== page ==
The Field Museum of Natural History - Chicago, Illinois

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The Field Museum (originally known as the Columbian Museum of Chicago) was established in Illinois on September 16, 1893 to accommodate the biological and anthropological exhibits for the 1893 World's Fair, "The Columbian Exposition". In 1905, the Museum's name was changed to the Field Museum of Natural History in honor of Marshall Field, the Museum's first major benefactor. In 1921 the Museum moved from its old Jackson Park site to its present location on Chicago Park District property south of Grant Park, on the shores of Lake Michigan. This "Museum Campus" location also includes the John G. Shedd Aquarium and the Adler Planetarium. The three museums are among the most popular tourist attractions in Chicago.

The Field Museum's collection includes over twenty million specimens and a natural history library of more than 250,000 volumes. The Museum offers many educational programs, including classes, lectures, field trips, overnight programs, and special events. The Harris Loan Program, established in 1912, brings artifacts, activity kits, and audiovisual aids to Chicago area schools. The Museum also offers many professional lectures, including the annual A. Watson Armour III Symposium, for the scientific community as well as the general public.

The museum is a world leader in research in the fields of evolutionary biology and paleontology, and archaeology and ethnography, and often collaborates in research with the University of Chicago and University of Illinois at Chicago

Exhibits, Programs and Research

Major Permanent Exhibits

The collections at the Field Museum, assembled for the 1893 World's Columbian Exposition, are managed and researched by curators in the four departments of Anthropology, Botany, Geology, and Zoology. These many collections include such exhibits as Reptiles and Amphibians, Animal Biology, Plants of the World, Earth Sciences, Life Over Time, Africa, Asia and the Pacific, the Americas, Ancient Egypt, as well as various exhibits of birds and mammals from around the world. Some of the more notable museum exhibits are:

  • The Grainger Hall of Gems - includes diamonds, gems, and Tiffany glass.
  • Webber Gallery - explores modern Native American cultures
  • The Hall of Jades - displays beautiful works in jade
  • Bushman - famous lowland gorilla who lived at Lincoln Park Zoo for two decades until his death at 23 in January, 1951
  • Nature Walk - includes prairie, wetland, woodland and seashore environments

Recent/current Temporary Exhibits

  • Pearls - June 28, 2002 through January 5, 2003
  • Chocolate - February 14, 2002 through December 31, 2002
  • Tiniest Giants: Discovering Dinosaur Eggs - March 15, 2002 through September 2, 2002
  • A Celebration of Souls: Day of the Dead in Southern Mexico - March 8, 2002 through February 9, 2003

Popular Online Exhibits

  • Sue - the largest, mast complete and best preserved Tyrannosaurus Rex. Debuted May 17, 2000.
  • Lions of Tsavo - the maneless, man-eating lions who killed and ate over 100 workers on the Uganda Railway in 1898.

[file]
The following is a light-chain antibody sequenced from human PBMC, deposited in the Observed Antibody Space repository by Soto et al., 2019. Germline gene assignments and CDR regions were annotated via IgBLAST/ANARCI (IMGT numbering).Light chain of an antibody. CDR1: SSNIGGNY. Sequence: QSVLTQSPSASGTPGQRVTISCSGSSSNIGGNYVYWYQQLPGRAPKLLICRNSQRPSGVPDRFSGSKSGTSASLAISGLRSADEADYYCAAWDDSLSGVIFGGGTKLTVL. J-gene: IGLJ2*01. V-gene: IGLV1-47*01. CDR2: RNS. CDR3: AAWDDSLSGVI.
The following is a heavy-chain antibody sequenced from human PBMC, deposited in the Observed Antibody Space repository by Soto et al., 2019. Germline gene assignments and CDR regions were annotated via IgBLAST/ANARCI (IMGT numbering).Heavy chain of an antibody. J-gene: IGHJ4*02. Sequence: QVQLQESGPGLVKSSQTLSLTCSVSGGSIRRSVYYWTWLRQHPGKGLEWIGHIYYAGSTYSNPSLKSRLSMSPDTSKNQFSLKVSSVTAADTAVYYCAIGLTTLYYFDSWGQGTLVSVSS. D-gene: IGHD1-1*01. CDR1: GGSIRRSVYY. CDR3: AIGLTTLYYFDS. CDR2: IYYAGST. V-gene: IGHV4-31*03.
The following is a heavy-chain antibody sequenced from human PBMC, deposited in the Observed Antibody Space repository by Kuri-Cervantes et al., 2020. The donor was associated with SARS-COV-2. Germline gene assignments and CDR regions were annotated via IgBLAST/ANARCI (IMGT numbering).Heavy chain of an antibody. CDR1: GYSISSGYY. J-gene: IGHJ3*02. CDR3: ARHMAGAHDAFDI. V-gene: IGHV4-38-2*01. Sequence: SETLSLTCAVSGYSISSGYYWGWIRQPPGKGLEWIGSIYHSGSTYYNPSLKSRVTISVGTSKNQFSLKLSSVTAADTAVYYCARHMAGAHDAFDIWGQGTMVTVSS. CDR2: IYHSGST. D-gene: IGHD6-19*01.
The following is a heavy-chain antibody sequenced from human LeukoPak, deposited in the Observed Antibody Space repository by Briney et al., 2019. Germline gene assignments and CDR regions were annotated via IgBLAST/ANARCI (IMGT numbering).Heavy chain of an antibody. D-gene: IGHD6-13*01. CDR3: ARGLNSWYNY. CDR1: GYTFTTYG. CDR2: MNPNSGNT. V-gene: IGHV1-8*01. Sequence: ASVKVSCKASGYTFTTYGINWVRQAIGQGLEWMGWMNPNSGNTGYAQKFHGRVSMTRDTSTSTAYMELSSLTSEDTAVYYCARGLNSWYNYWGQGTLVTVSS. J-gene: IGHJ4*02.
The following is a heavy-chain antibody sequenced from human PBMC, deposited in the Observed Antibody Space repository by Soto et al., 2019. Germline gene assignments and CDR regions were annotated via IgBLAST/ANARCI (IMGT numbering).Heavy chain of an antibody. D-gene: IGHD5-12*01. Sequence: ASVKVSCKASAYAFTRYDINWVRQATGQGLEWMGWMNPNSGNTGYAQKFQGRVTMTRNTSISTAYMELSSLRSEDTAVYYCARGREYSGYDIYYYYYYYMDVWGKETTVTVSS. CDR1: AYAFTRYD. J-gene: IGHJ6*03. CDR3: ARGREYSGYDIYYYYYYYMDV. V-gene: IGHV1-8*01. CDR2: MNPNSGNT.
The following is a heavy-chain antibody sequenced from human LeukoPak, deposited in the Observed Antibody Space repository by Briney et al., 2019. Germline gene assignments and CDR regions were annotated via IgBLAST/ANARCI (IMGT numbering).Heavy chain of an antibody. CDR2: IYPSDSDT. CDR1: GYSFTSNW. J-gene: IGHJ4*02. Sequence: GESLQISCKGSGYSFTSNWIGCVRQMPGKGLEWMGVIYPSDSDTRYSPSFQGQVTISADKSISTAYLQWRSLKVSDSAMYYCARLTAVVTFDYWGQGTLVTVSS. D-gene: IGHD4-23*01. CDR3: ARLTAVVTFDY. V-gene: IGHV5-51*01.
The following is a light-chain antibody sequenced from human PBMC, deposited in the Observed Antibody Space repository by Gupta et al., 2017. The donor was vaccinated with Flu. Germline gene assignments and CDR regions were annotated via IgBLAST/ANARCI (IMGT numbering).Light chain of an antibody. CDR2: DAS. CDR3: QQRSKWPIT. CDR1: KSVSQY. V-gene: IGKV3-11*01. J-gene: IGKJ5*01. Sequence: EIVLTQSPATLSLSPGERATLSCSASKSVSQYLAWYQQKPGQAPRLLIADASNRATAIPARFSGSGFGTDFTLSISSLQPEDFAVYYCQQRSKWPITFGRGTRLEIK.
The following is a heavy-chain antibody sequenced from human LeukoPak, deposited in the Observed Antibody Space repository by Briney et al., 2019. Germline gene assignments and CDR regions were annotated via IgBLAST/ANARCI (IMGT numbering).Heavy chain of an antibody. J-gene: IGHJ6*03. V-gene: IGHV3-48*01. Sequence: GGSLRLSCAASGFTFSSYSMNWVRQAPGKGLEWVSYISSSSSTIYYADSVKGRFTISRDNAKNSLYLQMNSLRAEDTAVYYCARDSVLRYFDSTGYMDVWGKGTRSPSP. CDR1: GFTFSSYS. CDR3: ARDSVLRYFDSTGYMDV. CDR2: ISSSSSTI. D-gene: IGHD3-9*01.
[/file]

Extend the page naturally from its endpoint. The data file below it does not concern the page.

• Underground Adventure
  • Anthropological Collection
  • Butterfly Website

Educational Programs

  • Sue Files- students in grades 3-9 explore fossil preservation, dinosaur eating habits, various online resources and classroom activities.
  • Project Environmental Rescue- supported by NASA's Earth Science research Program, is a free multimedia curriculum for students grades 3-8, teaches how to prevent the extinction of plants and animals.
  • [email protected] a pilot program which offers online video and e-mail reporting from scientists in the field.
  • Scholarships and grants are offered to individuals around the U.S. and internationally in order to fund research in the field of natural history.
  • The museum also offers various lectures, classes, and special events.

Visiting the Museum

Address

The Field Museum of Natural History

1400 S. Lake Shore Drive

(just south of Roosevelt Road)

Hours of Operation

Open from 9 AM to 5 PM 363 days a year

The museum can be easily accessed by both public transportation and by free trolleys provided by the Chicago Office of Tourism. For more information on public transit, visit the Chicago Transit Authority. To find out more about free trolleys, and travel packages, visit 877 Chicago.com or City Search Chicago.

Ticket Information

  • Adults: $8 US
  • Children 3-11: $4 US
  • Senior Citizens and Students with I.D.: $4 US
  • Museum Members, Teachers, and Military Personnel with I.D.: FREE

For ticket packages and "free day" information, please visit The Field Museum of Natural History's Visitor Information

Chicago City Pass

Visitors to the Chicago area might be interested in purchasing a Chicago City Pass. The City Pass allows one to visit six Chicago attractions within a nine-day period for $39 US. ($29 US for children aged 3-11). The pass includes admission to the Field Museum, the Art Institute of Chicago, the John G. Shedd Aquarium, the Adler Planetarium and Astronomy Museum, the Museum of Science and Industry, and the John Hancock Observatory.

Read More About the Museum

The Field Museum of Natural History Web Site

Read more about Chicago

The Windy City's H2G2 page Chicago, Illinois, USA contains other information about living in, traveling to or having fun with Chicago.


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